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Hey, a ‘leap second’ … oh, you missed it


On Wednesday, Dec. 31, 2008 a “leap second” will be added to the world’s clocks at 23 hours, 59 minutes and 59 seconds Coordinated Universal Time (UTC).  This corresponds to 6:59:59 pm Eastern Standard Time (or, like, 1 p.m. here in Hawaii), when the extra second will be inserted at the U.S. Naval Observatory’s Master Clock Facility in Washington, DC.   

Historically, time was based on the mean rotation of the earth relative to celestial bodies and the second was defined in this reference frame.  However, the invention of atomic clocks defined a more precise “atomic time” scale and a second that is independent of the earth’s rotation.  

In 1970, an international agreement established two timescales: one based on the rotation of the earth and one based on atomic time.

The problem is the earth’s rotation is very gradually slowing down, which necessitates the periodic insertion of a “leap second” into the atomic timescale to keep the two within 1 second of each other.  

The International Earth Rotation and Reference Systems Service (IERS) is the organization that monitors the difference in the two timescales and calls for leap seconds to be inserted or removed when necessary.  Since 1972, 23 leap seconds have been added at intervals varying from six months to seven years, with the last being inserted Dec. 31, 2005.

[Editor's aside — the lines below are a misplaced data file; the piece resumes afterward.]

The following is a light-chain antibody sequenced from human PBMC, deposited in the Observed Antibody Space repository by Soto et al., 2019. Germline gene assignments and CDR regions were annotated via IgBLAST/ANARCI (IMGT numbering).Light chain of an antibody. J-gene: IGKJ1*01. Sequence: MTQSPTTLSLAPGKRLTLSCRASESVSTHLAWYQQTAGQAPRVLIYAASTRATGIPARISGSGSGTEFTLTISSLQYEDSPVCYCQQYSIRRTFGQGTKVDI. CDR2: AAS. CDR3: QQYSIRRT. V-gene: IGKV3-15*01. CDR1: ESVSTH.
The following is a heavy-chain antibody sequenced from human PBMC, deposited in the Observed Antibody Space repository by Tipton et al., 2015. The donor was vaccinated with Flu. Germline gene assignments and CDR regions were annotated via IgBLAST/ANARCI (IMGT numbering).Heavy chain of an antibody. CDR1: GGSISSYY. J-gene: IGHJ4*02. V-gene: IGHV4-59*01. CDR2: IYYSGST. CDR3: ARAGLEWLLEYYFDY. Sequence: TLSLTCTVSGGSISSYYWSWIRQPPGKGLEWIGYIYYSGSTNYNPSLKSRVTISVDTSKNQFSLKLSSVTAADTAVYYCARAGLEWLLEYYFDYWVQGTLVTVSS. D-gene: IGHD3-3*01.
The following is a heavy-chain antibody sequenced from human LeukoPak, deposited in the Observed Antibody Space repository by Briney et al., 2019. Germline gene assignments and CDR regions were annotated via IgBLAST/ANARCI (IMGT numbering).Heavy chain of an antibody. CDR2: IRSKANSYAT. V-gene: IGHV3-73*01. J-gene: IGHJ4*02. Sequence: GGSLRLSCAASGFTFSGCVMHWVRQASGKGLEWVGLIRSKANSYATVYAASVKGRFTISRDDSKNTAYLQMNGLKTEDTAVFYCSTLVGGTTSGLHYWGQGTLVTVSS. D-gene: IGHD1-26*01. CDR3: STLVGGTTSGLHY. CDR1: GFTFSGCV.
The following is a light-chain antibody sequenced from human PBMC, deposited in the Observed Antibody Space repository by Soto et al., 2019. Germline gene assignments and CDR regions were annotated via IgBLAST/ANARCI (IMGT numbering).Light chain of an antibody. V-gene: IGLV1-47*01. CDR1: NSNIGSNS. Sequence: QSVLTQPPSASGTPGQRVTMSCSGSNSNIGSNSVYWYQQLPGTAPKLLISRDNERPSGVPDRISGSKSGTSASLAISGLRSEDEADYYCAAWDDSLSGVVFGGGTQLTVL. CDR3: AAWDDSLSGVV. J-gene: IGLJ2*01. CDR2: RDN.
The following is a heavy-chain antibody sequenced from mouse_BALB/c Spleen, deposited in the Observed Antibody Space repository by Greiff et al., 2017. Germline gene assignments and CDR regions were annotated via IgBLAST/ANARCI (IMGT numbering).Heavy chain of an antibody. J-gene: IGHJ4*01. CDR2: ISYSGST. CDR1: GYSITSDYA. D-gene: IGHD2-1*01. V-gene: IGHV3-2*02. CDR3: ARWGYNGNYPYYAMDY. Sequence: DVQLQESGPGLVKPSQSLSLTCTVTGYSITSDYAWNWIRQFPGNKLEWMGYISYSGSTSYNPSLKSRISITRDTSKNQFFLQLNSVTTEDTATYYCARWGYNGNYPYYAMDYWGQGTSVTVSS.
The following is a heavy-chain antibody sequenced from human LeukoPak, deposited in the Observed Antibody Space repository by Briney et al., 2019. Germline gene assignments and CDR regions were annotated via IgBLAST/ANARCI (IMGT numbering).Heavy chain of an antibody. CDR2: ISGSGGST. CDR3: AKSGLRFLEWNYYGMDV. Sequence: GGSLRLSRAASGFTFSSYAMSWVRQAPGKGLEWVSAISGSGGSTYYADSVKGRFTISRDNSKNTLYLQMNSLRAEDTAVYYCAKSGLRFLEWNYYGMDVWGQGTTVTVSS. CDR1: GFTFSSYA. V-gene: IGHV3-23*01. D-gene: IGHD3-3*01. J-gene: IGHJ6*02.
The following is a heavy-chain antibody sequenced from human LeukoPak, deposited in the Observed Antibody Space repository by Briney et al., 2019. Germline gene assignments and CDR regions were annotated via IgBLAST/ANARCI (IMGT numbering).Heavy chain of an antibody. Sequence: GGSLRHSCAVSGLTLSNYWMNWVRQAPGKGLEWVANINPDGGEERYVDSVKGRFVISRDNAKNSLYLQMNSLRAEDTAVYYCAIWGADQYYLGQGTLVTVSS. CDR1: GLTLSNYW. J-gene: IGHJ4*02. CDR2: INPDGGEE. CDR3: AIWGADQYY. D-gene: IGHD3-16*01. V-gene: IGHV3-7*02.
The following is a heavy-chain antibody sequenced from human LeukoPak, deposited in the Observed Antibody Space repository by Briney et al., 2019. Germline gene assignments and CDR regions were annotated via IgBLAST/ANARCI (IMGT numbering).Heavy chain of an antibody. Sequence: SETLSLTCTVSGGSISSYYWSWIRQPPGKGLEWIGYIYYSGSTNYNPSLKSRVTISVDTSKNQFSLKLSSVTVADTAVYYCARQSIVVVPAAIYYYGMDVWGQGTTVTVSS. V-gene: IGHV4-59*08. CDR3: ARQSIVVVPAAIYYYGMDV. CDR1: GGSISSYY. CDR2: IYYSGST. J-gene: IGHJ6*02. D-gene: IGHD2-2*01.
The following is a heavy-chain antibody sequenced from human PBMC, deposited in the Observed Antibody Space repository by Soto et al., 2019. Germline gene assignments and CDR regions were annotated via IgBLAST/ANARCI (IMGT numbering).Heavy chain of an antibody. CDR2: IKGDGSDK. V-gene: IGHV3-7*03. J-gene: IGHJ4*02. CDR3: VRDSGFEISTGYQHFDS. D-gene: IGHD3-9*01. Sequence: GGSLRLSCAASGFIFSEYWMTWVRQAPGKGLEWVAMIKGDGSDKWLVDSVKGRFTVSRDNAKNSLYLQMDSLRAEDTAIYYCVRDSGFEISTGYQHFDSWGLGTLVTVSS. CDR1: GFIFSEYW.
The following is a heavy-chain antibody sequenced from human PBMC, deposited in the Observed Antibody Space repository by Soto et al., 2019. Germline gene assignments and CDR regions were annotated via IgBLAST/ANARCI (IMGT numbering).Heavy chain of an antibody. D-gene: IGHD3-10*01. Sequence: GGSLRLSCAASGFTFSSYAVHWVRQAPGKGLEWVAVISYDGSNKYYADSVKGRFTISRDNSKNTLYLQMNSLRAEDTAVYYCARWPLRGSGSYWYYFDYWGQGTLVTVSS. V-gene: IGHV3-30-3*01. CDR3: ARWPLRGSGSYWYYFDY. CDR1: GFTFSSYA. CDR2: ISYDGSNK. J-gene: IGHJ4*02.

The U.S. Naval Observatory is charged with the responsibility for the precise determination and dissemination of time for the Department of Defense and maintains the Master Clock. Modern electronic navigation and communications systems depend increasingly on the dissemination of precise time through such mechanisms as the Internet-based Network Time Protocol and the satellite-based Global Positioning System. 

The U.S. Naval Observatory is the largest single contributor to the international time scale (UTC), which is computed in Paris, France, at the International Bureau of Weights and Measures.  However, the U.S. Naval Observatory remains the global leader in precise time due to its principal role in keeping track of changes in the “Earth clock” and its dissemination of this information as the Rapid Service/Prediction Center for the IERS.   

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